Edmund Plantagenet, 1st Earl of Kent

Born: August 5, 1301

Woodstock, Oxfordshire, England

Died: March 19, 1330

Winchester, Hampshire, England (Age 28)

Kent in History

Edmund of Woodstock was the youngest son of King Edward I, from his second marriage, and was born when the king was well into his sixties. Therefore, Edmund lost his father just before his sixth birthday. The late king had attempted to provide for his youngest son before his death, but this came to nothing and Edmund was dependent on his half-brother, King Edward II, to provide for him. Edward II treated his brother with much favor and gradually drew him into politics as he came of age. As a result of his kind treatment, Edmund was one of his brother's most loyal supporters and was created Earl of Kent in 1321. The new earl even stayed loyal to the king during the rebellion of the marcher lords and the Earl of Lancaster (1322) and was one of the lords who passed the death sentence on the latter after his defeat. Kent then served his brother in a military capacity in Scotland and in France, where the English territories there were being threatened. While in France, Kent was unsuccessful in his efforts to defend the Gascon territories and was forced to agree to a truce with Charles IV. By 1325, Queen Isabella, the French king's sister and Edward II's wife, was sent to France in an attempt to hammer out a truce, which she did accomplish but then proceeded to form an alliance with one Roger Mortimer, a powerful marcher lord who had escaped from prison after the rebellion of 1321-22. The two became lovers, and Kent ultimately joined forces with them.

It appears that the main reason for Kent's defection against his more than generous brother was the powerful influence of the Despensers, a father and son duo who had become the king's new favorites and who would not allow anyone access to the king. Prince Edward, the heir to England's throne was later sent to France, and the queen and Mortimer planned to use the youth to conduct a coup against Edward II. The rebel party landed in England in September 1326 and were able to capture the king and the Despensers with virtually no opposition. Both Despensers were executed and Edward II was deposed in favor of his son, who was subsequently crowned as Edward III. Kent played a role in all the proceedings and was rewarded for his loyalty. Soon after, the king died in captivity under mysterious circumstances.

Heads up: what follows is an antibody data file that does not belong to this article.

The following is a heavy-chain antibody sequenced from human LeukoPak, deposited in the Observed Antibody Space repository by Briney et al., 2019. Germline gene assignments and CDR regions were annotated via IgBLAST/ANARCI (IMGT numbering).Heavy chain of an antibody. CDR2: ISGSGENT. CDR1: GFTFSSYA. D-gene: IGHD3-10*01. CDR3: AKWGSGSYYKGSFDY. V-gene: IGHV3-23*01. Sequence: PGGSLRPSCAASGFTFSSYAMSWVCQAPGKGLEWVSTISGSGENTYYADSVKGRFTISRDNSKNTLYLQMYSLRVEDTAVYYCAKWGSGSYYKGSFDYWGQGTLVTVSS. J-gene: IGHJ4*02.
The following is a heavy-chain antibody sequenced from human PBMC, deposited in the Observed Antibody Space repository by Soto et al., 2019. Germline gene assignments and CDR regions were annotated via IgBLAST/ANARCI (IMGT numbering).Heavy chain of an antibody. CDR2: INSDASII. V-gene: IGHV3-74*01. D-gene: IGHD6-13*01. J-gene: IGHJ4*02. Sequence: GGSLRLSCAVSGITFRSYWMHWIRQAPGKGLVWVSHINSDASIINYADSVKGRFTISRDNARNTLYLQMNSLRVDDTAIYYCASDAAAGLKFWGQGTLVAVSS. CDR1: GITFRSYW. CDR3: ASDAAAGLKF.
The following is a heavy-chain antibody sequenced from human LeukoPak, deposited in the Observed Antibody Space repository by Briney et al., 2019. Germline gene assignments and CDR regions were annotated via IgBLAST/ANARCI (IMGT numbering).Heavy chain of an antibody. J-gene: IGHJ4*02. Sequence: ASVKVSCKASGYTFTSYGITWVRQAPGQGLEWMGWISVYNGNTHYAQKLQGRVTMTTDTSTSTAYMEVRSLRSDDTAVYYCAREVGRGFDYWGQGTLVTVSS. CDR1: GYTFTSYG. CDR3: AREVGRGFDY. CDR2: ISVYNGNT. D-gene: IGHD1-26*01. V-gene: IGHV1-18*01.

With the new king only fourteen, Isabella and Mortimer governed the realm as unofficial regents. Kent served them loyally at first but, like many others, became disillusioned with their rule and joined a rebellion against them, which would eventually come to nothing. The downfall of the Earl of Kent began when he was tricked into believing a mere rumor that his brother was still alive. Kent agreed to assist in placing him back on the throne and was arrested and convicted of treason by Mortimer, who the information had reached. The earl was sentenced to die, but no one wanted to do the deed due to Kent's high status. Therefore, Kent was executed by a common criminal. If Kent had been able to hold out for a few months longer, Mortimer would have been executed, and he would have been able to live comfortably under his nephew. It goes to show that the earl did not possess a great deal of common sense and acted rashly when making his decisions.

Kent in Marlowe

Appears in: Edward II

The Earl of Kent, brother to the king, appears throughout the action of Edward II. Despite the fact that, historically, he was only about six at the time, he appears in the play's opening scene as a full-fledged member of the king's entourage. Later on, Kent decides to join the rebel party when he becomes frustrated with his brother's favoring of Gaveston and the Spencers. The lords are skeptical of his defection at first, but they ultimately agree to bring him into the fold. However, once the king is captured and deposed and Mortimer comes to power, Kent once again has a change in heart and supports his fallen brother, angering Mortimer, who then has him arrested and executed despite - the new king's pleadings. Our last impression of Kent is a positive one and is that of a man who made a wrong choice and was trying to amend himself.


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